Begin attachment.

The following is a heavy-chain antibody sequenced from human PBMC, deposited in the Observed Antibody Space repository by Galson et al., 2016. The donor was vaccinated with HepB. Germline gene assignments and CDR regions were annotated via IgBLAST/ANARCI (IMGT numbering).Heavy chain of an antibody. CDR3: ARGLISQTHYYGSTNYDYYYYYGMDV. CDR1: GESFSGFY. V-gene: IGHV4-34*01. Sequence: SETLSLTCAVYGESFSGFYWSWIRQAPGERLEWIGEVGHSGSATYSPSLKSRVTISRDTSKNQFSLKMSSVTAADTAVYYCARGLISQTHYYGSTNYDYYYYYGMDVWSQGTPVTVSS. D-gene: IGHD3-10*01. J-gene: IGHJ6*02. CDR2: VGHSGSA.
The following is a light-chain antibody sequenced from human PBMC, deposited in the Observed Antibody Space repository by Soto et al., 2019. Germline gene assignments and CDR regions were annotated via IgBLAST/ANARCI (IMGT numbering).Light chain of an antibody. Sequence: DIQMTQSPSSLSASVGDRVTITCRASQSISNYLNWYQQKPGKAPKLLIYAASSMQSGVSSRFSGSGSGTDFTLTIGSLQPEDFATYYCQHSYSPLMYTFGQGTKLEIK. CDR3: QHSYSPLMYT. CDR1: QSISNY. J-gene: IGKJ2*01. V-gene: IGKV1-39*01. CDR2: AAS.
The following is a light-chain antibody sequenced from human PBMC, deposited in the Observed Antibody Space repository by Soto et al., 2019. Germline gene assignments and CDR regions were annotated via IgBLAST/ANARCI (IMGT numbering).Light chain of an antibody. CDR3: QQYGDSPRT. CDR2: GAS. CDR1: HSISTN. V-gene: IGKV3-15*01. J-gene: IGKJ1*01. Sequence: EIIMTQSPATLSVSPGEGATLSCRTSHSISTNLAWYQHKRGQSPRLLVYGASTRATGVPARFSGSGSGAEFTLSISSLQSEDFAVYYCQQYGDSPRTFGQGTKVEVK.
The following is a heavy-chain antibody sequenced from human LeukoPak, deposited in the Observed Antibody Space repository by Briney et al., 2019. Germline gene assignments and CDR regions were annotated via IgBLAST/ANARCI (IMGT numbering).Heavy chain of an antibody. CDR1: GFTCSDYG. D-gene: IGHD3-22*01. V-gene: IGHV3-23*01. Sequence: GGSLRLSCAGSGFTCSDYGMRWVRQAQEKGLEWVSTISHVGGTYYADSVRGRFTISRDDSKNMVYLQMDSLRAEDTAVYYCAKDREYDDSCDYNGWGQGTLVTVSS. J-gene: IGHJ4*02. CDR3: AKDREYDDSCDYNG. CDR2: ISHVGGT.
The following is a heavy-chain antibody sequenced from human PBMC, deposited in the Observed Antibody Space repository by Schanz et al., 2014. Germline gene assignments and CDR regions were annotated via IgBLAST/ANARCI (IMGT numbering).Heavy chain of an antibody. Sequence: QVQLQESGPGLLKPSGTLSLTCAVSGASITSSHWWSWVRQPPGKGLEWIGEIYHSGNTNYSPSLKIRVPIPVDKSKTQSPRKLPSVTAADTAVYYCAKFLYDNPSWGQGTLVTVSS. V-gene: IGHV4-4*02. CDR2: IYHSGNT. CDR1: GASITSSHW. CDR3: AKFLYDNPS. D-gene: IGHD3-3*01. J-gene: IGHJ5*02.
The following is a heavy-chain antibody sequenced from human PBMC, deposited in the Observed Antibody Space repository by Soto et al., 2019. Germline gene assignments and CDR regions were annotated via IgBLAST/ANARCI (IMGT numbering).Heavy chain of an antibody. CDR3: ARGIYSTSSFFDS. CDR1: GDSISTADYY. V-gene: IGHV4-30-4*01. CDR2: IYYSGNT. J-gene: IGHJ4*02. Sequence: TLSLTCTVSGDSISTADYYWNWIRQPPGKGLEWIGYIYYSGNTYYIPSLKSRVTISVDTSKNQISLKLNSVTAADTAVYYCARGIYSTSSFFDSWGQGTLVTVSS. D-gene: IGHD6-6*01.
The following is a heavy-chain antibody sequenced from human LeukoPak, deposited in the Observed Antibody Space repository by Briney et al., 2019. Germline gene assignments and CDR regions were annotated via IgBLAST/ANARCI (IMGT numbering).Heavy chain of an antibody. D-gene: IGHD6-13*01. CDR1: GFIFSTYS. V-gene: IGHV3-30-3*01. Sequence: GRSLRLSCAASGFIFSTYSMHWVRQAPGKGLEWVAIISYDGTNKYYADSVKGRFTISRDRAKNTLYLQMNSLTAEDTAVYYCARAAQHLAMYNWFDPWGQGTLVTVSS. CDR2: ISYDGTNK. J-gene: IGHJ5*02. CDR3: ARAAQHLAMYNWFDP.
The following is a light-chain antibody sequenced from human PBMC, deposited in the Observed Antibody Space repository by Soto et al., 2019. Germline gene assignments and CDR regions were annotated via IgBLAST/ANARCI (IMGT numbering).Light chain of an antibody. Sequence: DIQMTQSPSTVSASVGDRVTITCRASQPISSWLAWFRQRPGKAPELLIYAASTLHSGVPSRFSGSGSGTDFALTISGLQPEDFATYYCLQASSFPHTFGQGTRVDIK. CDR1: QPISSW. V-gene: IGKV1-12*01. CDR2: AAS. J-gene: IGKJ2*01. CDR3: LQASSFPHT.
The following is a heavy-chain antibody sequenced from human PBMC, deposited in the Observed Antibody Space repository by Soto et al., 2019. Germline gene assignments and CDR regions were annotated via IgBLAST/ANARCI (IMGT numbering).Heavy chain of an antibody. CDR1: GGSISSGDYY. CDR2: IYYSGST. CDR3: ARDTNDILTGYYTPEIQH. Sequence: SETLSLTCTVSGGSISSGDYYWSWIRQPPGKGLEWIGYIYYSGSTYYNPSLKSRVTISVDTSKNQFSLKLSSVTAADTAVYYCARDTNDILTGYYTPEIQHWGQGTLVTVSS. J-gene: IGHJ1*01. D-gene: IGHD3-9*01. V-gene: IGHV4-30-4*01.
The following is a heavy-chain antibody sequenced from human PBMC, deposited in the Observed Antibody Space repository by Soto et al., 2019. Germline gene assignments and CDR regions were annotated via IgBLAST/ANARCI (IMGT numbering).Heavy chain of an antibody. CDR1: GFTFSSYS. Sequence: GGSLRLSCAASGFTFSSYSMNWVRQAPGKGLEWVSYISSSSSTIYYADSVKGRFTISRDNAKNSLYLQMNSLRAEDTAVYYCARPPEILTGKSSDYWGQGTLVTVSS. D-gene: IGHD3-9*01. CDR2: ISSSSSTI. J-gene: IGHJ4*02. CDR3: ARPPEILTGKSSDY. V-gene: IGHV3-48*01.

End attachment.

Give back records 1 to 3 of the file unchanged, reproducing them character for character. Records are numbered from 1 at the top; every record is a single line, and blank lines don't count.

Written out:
The following is a heavy-chain antibody sequenced from human PBMC, deposited in the Observed Antibody Space repository by Galson et al., 2016. The donor was vaccinated with HepB. Germline gene assignments and CDR regions were annotated via IgBLAST/ANARCI (IMGT numbering).Heavy chain of an antibody. CDR3: ARGLISQTHYYGSTNYDYYYYYGMDV. CDR1: GESFSGFY. V-gene: IGHV4-34*01. Sequence: SETLSLTCAVYGESFSGFYWSWIRQAPGERLEWIGEVGHSGSATYSPSLKSRVTISRDTSKNQFSLKMSSVTAADTAVYYCARGLISQTHYYGSTNYDYYYYYGMDVWSQGTPVTVSS. D-gene: IGHD3-10*01. J-gene: IGHJ6*02. CDR2: VGHSGSA.
The following is a light-chain antibody sequenced from human PBMC, deposited in the Observed Antibody Space repository by Soto et al., 2019. Germline gene assignments and CDR regions were annotated via IgBLAST/ANARCI (IMGT numbering).Light chain of an antibody. Sequence: DIQMTQSPSSLSASVGDRVTITCRASQSISNYLNWYQQKPGKAPKLLIYAASSMQSGVSSRFSGSGSGTDFTLTIGSLQPEDFATYYCQHSYSPLMYTFGQGTKLEIK. CDR3: QHSYSPLMYT. CDR1: QSISNY. J-gene: IGKJ2*01. V-gene: IGKV1-39*01. CDR2: AAS.
The following is a light-chain antibody sequenced from human PBMC, deposited in the Observed Antibody Space repository by Soto et al., 2019. Germline gene assignments and CDR regions were annotated via IgBLAST/ANARCI (IMGT numbering).Light chain of an antibody. CDR3: QQYGDSPRT. CDR2: GAS. CDR1: HSISTN. V-gene: IGKV3-15*01. J-gene: IGKJ1*01. Sequence: EIIMTQSPATLSVSPGEGATLSCRTSHSISTNLAWYQHKRGQSPRLLVYGASTRATGVPARFSGSGSGAEFTLSISSLQSEDFAVYYCQQYGDSPRTFGQGTKVEVK.